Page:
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Voyager 2

Voyager 2 was launched on 20 August 1977 followed by Voyager 1 sixteen days later. Today these probes have left the solar system. Voyager 1 overtook Pioneer 10 to become the most remote terrestrial object.

After leaving Earth in 1977 the Voyager probes arrived at Jupiter in 1979 and Saturn in 1980. Only Voyager 2 continued on to Uranus, arriving in 1986, and Neptune, in 1989. The Voyager probe missions sent back the most extraordinary information about the giant planets and their satellites. New, hitherto unimagined worlds were opened up to human exploration.


On arriving in the Jovian system, the Voyager probes started harvesting data. They discovered:

-a ring around Jupiter;
-the movements of Jupiter's upper atmosphere;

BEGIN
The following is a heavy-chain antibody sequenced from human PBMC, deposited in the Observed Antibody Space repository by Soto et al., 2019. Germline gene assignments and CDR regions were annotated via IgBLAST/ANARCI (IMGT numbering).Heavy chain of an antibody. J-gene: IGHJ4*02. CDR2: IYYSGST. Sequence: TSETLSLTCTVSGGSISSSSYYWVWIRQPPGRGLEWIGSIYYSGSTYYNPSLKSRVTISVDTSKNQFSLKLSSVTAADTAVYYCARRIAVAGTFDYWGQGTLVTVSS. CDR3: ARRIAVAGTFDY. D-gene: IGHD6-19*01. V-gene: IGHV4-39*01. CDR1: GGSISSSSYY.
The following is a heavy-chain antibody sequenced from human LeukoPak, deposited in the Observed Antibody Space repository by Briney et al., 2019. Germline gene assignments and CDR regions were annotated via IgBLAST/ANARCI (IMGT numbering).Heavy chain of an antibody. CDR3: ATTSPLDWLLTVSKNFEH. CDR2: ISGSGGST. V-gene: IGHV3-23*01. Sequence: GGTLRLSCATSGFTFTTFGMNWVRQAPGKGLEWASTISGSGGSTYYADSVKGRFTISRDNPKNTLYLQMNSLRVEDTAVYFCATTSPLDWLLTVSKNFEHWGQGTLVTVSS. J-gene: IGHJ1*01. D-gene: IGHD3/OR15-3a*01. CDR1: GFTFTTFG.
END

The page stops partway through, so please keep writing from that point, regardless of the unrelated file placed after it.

-aurorae borealis above Jupiter;
-storms with giant lightning flashes;
-very active volcanoes on the satellite Io;
-the nature of the ice on the satellite Europa.


The most important discoveries of the Voyager probes in the Saturn system were about the rings, which were more numerous than was thought (nearly one thousand new rings were discovered) some of which were very tenuous, "shepherded" by small satellites that confine their material using their gravitational influence.


The planet Uranus remains mysterious: the Voyager 2 probe showed us a uniformly coloured planet, unlike the other giant planets.


The planet Neptune, so far away that very little was known about it, revealed the structure of its clouds and its dark spot.

Diagram of the solar system and the trajectory of the Voyager probes Diagram of the solar system and the trajectory of the Voyager probes


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